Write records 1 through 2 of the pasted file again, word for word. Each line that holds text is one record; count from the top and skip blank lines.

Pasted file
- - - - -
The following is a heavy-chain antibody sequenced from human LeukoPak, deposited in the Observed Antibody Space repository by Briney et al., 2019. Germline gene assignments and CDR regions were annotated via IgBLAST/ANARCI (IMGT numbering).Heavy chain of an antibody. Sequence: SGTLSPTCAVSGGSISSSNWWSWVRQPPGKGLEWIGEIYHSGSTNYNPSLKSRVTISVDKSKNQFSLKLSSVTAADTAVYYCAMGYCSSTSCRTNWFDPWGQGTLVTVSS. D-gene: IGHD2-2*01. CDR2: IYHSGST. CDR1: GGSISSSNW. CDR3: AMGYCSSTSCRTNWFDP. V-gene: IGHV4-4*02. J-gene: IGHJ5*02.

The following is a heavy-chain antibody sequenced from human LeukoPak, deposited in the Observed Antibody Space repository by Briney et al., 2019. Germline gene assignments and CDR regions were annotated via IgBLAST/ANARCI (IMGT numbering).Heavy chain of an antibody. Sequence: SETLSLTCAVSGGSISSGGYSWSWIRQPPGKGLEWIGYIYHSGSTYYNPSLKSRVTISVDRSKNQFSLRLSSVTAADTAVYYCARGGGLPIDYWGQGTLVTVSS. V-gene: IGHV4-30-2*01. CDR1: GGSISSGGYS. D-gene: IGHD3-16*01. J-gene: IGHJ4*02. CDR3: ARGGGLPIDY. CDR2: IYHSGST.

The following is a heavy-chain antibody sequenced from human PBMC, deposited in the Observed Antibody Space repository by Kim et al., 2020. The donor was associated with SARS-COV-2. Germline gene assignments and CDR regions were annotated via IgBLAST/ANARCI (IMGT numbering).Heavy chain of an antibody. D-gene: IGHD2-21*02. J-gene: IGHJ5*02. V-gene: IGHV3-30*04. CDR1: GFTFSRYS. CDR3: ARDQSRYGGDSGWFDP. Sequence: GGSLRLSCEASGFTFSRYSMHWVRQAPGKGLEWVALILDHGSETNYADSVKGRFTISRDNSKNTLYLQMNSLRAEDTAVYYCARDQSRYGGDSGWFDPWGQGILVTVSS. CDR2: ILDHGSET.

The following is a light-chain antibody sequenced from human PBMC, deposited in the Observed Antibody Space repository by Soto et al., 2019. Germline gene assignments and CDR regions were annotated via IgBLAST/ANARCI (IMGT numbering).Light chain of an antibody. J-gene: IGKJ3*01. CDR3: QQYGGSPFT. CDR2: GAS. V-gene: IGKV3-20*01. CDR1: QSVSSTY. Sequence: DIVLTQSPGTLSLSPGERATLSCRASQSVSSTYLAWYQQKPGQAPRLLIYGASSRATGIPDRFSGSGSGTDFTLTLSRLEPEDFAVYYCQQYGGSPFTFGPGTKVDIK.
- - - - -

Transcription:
The following is a heavy-chain antibody sequenced from human LeukoPak, deposited in the Observed Antibody Space repository by Briney et al., 2019. Germline gene assignments and CDR regions were annotated via IgBLAST/ANARCI (IMGT numbering).Heavy chain of an antibody. Sequence: SGTLSPTCAVSGGSISSSNWWSWVRQPPGKGLEWIGEIYHSGSTNYNPSLKSRVTISVDKSKNQFSLKLSSVTAADTAVYYCAMGYCSSTSCRTNWFDPWGQGTLVTVSS. D-gene: IGHD2-2*01. CDR2: IYHSGST. CDR1: GGSISSSNW. CDR3: AMGYCSSTSCRTNWFDP. V-gene: IGHV4-4*02. J-gene: IGHJ5*02.

The following is a heavy-chain antibody sequenced from human LeukoPak, deposited in the Observed Antibody Space repository by Briney et al., 2019. Germline gene assignments and CDR regions were annotated via IgBLAST/ANARCI (IMGT numbering).Heavy chain of an antibody. Sequence: SETLSLTCAVSGGSISSGGYSWSWIRQPPGKGLEWIGYIYHSGSTYYNPSLKSRVTISVDRSKNQFSLRLSSVTAADTAVYYCARGGGLPIDYWGQGTLVTVSS. V-gene: IGHV4-30-2*01. CDR1: GGSISSGGYS. D-gene: IGHD3-16*01. J-gene: IGHJ4*02. CDR3: ARGGGLPIDY. CDR2: IYHSGST.